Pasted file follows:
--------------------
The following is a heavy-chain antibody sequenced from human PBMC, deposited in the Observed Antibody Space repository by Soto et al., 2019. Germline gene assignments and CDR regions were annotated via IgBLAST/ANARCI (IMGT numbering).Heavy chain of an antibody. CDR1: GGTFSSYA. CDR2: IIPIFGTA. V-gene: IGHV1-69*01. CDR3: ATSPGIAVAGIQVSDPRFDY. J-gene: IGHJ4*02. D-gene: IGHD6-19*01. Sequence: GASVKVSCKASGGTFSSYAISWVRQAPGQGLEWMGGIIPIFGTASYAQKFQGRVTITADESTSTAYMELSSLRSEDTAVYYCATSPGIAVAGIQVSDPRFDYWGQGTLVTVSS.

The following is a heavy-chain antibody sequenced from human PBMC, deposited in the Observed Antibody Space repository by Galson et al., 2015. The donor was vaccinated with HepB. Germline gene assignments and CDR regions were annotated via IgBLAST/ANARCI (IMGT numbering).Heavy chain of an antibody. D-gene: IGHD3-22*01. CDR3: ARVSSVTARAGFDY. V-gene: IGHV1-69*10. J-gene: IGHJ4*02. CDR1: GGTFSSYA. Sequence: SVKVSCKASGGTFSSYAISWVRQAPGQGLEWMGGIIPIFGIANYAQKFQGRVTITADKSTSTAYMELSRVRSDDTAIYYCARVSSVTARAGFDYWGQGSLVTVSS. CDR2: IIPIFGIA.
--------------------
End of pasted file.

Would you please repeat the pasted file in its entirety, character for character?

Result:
The following is a heavy-chain antibody sequenced from human PBMC, deposited in the Observed Antibody Space repository by Soto et al., 2019. Germline gene assignments and CDR regions were annotated via IgBLAST/ANARCI (IMGT numbering).Heavy chain of an antibody. CDR1: GGTFSSYA. CDR2: IIPIFGTA. V-gene: IGHV1-69*01. CDR3: ATSPGIAVAGIQVSDPRFDY. J-gene: IGHJ4*02. D-gene: IGHD6-19*01. Sequence: GASVKVSCKASGGTFSSYAISWVRQAPGQGLEWMGGIIPIFGTASYAQKFQGRVTITADESTSTAYMELSSLRSEDTAVYYCATSPGIAVAGIQVSDPRFDYWGQGTLVTVSS.

The following is a heavy-chain antibody sequenced from human PBMC, deposited in the Observed Antibody Space repository by Galson et al., 2015. The donor was vaccinated with HepB. Germline gene assignments and CDR regions were annotated via IgBLAST/ANARCI (IMGT numbering).Heavy chain of an antibody. D-gene: IGHD3-22*01. CDR3: ARVSSVTARAGFDY. V-gene: IGHV1-69*10. J-gene: IGHJ4*02. CDR1: GGTFSSYA. Sequence: SVKVSCKASGGTFSSYAISWVRQAPGQGLEWMGGIIPIFGIANYAQKFQGRVTITADKSTSTAYMELSRVRSDDTAIYYCARVSSVTARAGFDYWGQGSLVTVSS. CDR2: IIPIFGIA.